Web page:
Forming. Storming. Norming. Performing. Every writer who writes about teams all reference this one (and only this one) article, and those four stages. It’s foundational, and it rhymes.
In 1965 Bruce Tuckman wrote a literature review and synthesis of how small groups come together, and how well the do their job. He looked at three types of groups: therapeutic groups, task groups (e.g. teams for a job), and groups who only exist in a lab setting. In all three types of groups, he identified 4 rough stages, and he brilliantly made them rhyme: forming, storming, norming, and performing.
Loose notes on each stage⌗
- Testing the boundaries
- Learning who each other is
- Hesitant participation
- Looking for guidance from leader
- Quickly accepting the given structure and authority
- Intergroup conflict
- Conflicting factions
- Pecking order
- active and less defensive v. passive and more defensive (who seek safety in structure)
- Interestingly, this stage only occurs half the time in therapeutic groups, but all the time in task groups
- Group cohesion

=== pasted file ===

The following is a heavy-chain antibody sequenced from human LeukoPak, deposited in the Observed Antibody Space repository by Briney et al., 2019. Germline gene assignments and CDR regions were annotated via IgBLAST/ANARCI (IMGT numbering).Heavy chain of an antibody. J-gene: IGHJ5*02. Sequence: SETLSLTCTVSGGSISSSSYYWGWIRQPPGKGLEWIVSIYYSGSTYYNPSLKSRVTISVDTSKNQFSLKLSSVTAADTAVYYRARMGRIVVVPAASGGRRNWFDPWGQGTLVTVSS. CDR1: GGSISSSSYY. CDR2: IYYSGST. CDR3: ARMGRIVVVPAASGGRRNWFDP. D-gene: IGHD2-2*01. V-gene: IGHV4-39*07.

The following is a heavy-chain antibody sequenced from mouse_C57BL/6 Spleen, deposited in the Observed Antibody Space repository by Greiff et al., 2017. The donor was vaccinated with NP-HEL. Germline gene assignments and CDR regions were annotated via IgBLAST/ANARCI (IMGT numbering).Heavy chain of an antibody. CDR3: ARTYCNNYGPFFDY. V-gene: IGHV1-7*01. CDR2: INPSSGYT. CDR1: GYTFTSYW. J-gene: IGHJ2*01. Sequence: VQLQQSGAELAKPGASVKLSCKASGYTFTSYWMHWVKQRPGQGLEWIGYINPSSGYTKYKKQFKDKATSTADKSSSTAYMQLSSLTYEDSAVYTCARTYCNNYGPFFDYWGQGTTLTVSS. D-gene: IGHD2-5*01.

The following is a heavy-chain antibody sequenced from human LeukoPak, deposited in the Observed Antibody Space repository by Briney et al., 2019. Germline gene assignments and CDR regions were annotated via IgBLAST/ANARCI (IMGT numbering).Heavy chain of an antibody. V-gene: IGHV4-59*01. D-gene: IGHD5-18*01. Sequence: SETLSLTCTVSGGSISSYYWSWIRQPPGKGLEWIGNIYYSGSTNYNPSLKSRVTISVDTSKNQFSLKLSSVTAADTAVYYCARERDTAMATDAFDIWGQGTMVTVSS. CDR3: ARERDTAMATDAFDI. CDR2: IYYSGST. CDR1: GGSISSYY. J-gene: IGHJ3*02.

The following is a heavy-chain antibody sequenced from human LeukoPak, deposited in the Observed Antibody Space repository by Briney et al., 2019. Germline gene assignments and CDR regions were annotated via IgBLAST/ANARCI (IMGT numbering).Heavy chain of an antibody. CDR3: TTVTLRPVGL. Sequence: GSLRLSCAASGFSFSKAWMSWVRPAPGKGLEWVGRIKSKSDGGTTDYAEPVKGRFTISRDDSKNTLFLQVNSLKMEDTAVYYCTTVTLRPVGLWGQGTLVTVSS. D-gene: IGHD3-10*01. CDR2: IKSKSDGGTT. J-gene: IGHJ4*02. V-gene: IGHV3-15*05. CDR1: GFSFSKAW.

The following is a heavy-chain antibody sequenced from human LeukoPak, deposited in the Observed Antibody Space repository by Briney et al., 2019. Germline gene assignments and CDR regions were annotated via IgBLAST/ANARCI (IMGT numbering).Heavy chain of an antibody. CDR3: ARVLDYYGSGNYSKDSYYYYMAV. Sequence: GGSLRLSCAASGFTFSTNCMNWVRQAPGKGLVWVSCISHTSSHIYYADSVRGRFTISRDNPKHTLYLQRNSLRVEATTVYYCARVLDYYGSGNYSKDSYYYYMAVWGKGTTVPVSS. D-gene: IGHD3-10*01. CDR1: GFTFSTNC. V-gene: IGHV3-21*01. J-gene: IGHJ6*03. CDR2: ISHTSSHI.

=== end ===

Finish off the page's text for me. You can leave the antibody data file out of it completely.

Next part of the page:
- The group finally becomes an entity unto itself.
- Everyone accepts the idiosyncracies of each other.
- “Harmony is of maximum importants.”
- “Maintenance of group boundaries is emphasized.”
- structure and roles emerge
- Can do tasks without emotional energy.
- “interpersonal problems are solved, and the group is free to function as a problem-solving instrument.”
- All the energy is focused on the job to do, not on each other.
This article is very sticky and it’s 100% due to the phase naming. It’s just so clever. I confuse the order sometimes, but the concepts are always in the right order. (When I mis-order the phases, I put storming last, because it’s like storming the castle, like taking on hard tasks as a team.)
I haven’t seen these specific stages in all the groups I’ve been in. Forming, sure, but eventually I think most groups I’ve been in end up cycling around Storming and Performing. In a few groups we definitely passed Storming completely: everyone just unemotionally did our jobs and enjoyed each other’s company outside of work.
What I really want is more research into what I, as a team lead, should be doing in each stage. It’s one thing to say, “caution: stormy weather ahead”, it’s another to tell me how to manage it.
I have never spelled rhyming correctly on my first try.